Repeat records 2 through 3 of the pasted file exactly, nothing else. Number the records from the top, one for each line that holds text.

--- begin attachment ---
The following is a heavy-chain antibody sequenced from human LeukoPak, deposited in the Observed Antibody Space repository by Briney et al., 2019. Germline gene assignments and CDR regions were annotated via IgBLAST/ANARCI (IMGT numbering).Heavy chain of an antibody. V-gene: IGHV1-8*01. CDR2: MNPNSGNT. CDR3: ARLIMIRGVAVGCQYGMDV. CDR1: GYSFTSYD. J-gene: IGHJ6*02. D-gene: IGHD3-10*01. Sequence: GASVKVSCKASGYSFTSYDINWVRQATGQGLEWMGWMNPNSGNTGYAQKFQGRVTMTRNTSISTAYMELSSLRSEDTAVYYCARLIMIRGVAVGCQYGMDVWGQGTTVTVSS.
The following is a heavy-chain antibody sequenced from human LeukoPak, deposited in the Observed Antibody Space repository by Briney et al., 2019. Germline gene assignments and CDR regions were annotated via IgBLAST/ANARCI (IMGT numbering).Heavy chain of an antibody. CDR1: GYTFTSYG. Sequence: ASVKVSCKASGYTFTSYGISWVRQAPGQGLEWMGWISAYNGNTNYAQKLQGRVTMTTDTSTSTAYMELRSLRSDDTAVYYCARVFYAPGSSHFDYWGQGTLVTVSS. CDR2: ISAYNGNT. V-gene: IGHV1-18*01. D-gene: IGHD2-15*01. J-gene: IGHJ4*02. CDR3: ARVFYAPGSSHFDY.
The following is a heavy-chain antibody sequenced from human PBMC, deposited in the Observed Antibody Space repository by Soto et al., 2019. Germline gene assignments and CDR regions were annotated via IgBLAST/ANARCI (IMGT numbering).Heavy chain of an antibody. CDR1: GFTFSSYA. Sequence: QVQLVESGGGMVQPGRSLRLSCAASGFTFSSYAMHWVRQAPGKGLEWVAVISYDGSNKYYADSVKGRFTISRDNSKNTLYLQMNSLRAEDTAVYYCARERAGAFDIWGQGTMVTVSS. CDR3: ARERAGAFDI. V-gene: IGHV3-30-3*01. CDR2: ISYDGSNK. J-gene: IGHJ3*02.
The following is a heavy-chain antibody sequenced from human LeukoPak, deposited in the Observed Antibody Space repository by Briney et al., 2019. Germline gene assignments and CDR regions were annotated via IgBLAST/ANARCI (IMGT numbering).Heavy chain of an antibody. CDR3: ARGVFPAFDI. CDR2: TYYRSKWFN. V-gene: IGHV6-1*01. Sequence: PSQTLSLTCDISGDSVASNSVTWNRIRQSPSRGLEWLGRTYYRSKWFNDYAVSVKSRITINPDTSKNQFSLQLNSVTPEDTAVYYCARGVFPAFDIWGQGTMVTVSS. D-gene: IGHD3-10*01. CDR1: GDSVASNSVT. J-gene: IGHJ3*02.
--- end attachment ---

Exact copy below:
The following is a heavy-chain antibody sequenced from human LeukoPak, deposited in the Observed Antibody Space repository by Briney et al., 2019. Germline gene assignments and CDR regions were annotated via IgBLAST/ANARCI (IMGT numbering).Heavy chain of an antibody. CDR1: GYTFTSYG. Sequence: ASVKVSCKASGYTFTSYGISWVRQAPGQGLEWMGWISAYNGNTNYAQKLQGRVTMTTDTSTSTAYMELRSLRSDDTAVYYCARVFYAPGSSHFDYWGQGTLVTVSS. CDR2: ISAYNGNT. V-gene: IGHV1-18*01. D-gene: IGHD2-15*01. J-gene: IGHJ4*02. CDR3: ARVFYAPGSSHFDY.
The following is a heavy-chain antibody sequenced from human PBMC, deposited in the Observed Antibody Space repository by Soto et al., 2019. Germline gene assignments and CDR regions were annotated via IgBLAST/ANARCI (IMGT numbering).Heavy chain of an antibody. CDR1: GFTFSSYA. Sequence: QVQLVESGGGMVQPGRSLRLSCAASGFTFSSYAMHWVRQAPGKGLEWVAVISYDGSNKYYADSVKGRFTISRDNSKNTLYLQMNSLRAEDTAVYYCARERAGAFDIWGQGTMVTVSS. CDR3: ARERAGAFDI. V-gene: IGHV3-30-3*01. CDR2: ISYDGSNK. J-gene: IGHJ3*02.